Junk food is out at preschool birthday parties

Birthday cakes balanced with fruits, vegetables, and physical activities are on the menu

Cake  (photo credit: ING IMAGE/ASAP)
(photo credit: ING IMAGE/ASAP)
Health-conscious parents of preschoolers can rejoice as new Education Ministry recommendations for preschools outline how to enjoy healthy birthday celebrations.
The Efshari Bari (Healthy is Possible) program started as a pilot project during the 5775 (2014-2015) school year in order to help children acquire tools to adopt healthier eating and exercising habits.
The goal this year is to expand the program to include every preschool in the country.
According to the recommendations, parties should not be completely devoid of sweet foods.
“It is desirable and possible to host parties at preschool where there is a balance between the amount of candy and healthier foods,” the recommendation from the ministry read. The balance between the two is an attempt to help children make good decisions regarding healthy food at other events and in their everyday lives.
Education Ministry data show that over a quarter of the children in Israel are overweight or obese, which can affect their health in both the short and long term and also affects their self-image and social connections.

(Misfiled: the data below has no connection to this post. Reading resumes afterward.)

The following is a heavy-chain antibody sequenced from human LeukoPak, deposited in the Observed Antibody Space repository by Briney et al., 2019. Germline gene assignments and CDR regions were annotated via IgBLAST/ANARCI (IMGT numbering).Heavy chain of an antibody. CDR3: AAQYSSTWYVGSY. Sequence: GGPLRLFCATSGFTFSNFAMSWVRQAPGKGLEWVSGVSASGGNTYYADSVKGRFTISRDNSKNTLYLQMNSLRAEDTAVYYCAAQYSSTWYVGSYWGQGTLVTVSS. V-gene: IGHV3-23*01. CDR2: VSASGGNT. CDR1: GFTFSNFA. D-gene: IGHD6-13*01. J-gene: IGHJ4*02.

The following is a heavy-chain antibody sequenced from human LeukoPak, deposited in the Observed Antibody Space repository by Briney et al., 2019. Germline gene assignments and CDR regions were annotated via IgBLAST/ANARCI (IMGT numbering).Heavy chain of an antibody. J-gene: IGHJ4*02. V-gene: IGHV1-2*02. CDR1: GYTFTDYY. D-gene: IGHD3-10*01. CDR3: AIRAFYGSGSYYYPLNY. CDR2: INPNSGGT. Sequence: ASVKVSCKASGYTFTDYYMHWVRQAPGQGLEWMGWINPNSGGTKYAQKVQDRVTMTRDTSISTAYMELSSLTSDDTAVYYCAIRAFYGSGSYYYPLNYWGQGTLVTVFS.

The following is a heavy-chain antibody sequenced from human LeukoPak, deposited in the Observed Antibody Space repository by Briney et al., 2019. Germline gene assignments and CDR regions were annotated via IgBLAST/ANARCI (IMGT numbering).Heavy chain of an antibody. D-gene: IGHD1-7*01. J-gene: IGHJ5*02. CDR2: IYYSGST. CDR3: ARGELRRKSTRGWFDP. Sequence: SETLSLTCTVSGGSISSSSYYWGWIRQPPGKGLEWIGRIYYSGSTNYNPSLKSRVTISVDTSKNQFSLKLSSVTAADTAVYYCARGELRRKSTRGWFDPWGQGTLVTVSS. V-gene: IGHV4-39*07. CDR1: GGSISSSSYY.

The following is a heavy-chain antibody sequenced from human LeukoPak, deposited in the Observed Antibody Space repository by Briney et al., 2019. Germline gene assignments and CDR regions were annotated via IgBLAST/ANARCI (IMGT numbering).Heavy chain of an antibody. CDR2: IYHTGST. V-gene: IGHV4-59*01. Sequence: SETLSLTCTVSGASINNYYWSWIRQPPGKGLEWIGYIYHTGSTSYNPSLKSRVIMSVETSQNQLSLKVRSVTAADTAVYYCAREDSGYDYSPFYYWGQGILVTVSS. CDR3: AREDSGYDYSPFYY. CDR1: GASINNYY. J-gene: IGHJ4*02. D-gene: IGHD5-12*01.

Many preschools have as many as 35 children to a class, which means that they are constantly having parties – often laden with junk foods and soft drinks.
The Education Ministry is advising preschool staff to discuss the initiative with parents at the beginning of the year to engage the parents and create clear policies regarding what food will be provided at the celebrations.
The guidance from the ministry is to have a birthday cake as a symbol of celebration but to ditch the junk food and sweet drinks that often come alongside the cake. Instead, the ministry advocates that schools instead provide students with an array of health food including fruits, vegetables, whole wheat sandwiches, vegetable muffins, and casseroles.
Water should replace soda, the guidelines state.
To deal with the issue of gift bags, often full of yet more unhealthy foods, the ministry recommends that the child himself becomes the center of attention at the party, rather than the vast amounts of junk food that have become the traditional focus. To encourage physical activity, the ministry recommends dancing with the child as an additional means of enhancing the celebration.
Irit Livne, supervisor for school health at the Education Ministry, emphasized that developing healthy eating habits and physical activity at a young age helps children adopt these habits. The habits, once established, can last a lifetime.
“The preschool staff has an important role in promoting eating habits both in the routine and at special events such as birthday parties,” said Livne.